This post contains affiliate links. “As an Amazon Associate I earn from qualifying purchases.”
Green Bay Packers quarterback Aaron Rodgers doesn’t see the value in playing a few preseason snaps, but that’s what led to criticism last season.
Veteran status in the NFL often ensures certain privileges, such as “vet days off,” when many elder statesmen in the league take an understandable break.
Veterans are also typically absent from early preseason games, as these are often used as opportunities to scout borderline players trying to make the 53-man roster.
In this sense, Aaron Rodgers is no anomaly. The 38-year-old quarterback hasn’t taken a preseason snap since 2018, and entering his 15th season as the Packers’ starting quarterback, he doesn’t feel he necessarily needs them. But the amount of young, new wideouts on the team makes a compelling case for Rodgers to take a few snaps for the sake of chemistry.
After all, the Packers don’t want another loss to open the 2022 season like they did last year. Instead, Rodgers offers a polarizing ultimatum: either give him a few drives or don’t offer anything at all.
Aaron Rodgers has a strong opinion about the preseason performance for the Packers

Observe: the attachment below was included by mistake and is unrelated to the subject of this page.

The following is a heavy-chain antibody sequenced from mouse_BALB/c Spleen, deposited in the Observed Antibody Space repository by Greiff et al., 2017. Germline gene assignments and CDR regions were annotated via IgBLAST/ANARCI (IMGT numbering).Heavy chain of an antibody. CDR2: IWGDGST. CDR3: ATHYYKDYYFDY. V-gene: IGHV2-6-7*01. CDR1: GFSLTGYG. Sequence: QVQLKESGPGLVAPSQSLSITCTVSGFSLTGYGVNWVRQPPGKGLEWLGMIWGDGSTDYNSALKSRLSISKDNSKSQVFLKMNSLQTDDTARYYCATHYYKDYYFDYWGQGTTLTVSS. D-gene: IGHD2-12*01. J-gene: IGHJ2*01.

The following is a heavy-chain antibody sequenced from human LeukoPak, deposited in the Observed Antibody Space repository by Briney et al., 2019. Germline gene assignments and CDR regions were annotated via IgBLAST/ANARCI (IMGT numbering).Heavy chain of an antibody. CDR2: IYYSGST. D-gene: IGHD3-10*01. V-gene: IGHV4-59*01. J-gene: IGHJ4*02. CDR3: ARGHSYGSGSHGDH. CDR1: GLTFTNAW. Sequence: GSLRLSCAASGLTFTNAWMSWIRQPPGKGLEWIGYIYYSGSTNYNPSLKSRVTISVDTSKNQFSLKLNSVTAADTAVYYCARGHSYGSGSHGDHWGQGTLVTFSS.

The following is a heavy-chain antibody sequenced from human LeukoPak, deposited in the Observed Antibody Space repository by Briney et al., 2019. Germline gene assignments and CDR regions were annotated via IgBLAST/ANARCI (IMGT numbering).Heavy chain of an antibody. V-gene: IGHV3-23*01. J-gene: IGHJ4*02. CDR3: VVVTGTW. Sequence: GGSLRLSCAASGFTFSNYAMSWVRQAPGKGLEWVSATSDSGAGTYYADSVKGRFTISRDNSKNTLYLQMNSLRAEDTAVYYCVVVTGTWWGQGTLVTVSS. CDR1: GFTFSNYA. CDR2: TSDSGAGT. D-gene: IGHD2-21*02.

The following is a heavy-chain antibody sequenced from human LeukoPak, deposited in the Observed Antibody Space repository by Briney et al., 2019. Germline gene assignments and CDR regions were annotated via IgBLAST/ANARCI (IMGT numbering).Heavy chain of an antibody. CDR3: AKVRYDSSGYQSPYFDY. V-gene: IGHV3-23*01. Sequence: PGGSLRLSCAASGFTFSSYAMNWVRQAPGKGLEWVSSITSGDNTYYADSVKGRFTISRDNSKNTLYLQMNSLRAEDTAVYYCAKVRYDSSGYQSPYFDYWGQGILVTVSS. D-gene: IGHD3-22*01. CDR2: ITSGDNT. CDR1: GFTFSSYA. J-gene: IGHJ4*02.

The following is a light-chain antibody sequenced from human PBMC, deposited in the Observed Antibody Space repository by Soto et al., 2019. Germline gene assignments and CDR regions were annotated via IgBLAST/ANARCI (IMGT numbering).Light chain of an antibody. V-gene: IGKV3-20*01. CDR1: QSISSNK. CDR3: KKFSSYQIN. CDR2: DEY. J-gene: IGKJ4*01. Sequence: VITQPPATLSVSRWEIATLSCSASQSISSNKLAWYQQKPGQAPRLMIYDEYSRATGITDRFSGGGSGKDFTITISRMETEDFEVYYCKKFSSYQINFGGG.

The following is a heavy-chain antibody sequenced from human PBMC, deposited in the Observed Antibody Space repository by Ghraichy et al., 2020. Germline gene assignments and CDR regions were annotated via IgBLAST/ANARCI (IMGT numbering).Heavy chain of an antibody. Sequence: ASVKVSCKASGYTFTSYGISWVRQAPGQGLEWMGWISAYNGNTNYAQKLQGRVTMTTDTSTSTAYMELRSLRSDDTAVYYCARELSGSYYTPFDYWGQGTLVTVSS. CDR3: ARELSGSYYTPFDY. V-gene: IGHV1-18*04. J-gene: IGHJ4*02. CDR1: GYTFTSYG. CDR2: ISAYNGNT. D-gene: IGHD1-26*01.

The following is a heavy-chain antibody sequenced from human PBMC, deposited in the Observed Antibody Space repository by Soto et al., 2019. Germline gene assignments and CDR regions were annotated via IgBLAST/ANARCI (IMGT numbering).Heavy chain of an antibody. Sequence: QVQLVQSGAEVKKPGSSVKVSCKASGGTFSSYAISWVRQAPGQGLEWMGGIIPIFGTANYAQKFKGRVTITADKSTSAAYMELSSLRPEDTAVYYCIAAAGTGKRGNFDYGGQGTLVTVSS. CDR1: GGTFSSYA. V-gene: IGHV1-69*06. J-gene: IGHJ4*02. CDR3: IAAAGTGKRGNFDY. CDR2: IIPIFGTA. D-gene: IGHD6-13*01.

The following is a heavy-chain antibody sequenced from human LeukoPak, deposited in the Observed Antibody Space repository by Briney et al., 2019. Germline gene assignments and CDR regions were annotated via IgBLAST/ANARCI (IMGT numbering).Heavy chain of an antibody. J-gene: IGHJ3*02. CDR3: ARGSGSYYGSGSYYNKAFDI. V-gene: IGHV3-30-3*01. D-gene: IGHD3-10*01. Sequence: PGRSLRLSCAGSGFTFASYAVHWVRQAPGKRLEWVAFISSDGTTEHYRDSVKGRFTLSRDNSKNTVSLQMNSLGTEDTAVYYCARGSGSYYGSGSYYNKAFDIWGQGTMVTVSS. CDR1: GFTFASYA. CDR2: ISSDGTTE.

Right now, Rodgers won’t play in the first two preseason games, but it’s still unclear if he could play in the third. On Tuesday, Rodgers called the decision to have him take preseason snaps “kind of a no-win situation for the outside of the building.”
His reasoning is that a potential preseason injury, or a potential loss in Week 1, opens the door to criticism from spectators. And if Rodgers plays, he’ll get more than a few snaps — otherwise it’s “a waste of time.”
“I don’t see any benefit to it,” Rodgers told ESPN’s Rob Demovsky. “I certainly don’t see any advantage in playing one series. If we’re going to play, we’re going to play and play for a quarter, a couple of series, two to three series. Just dressing up for four plays is a waste to me.”
Rodgers’ argument isn’t unreasonable, but it puts the Packers in a difficult position. The longer Aaron is on the court, the longer he is susceptible to potential – and avoidable – injury. In a meaningless preseason game designed to test playcalls and fringe players, that decision will face overwhelming backlash if the reigning MVP is knocked out.
That said, the Packers will also face criticism if Aaron Rodgers shows up in Week 1 looking as confused as he did last season when the Packers lost a 38-3 game to the New Orleans Saints. Of course, the season opener ultimately didn’t matter to the Packers, and neither did Aaron Rodgers’ individual performance.
The Packers may choose a Week 1 loss over a potential preseason injury, all because Rodgers doesn’t want to limit his preseason participation to a few snaps. Having that inflexibility in how much he plays could end up being the wrong pick for the Packers — and for Rodgers — in Week 1.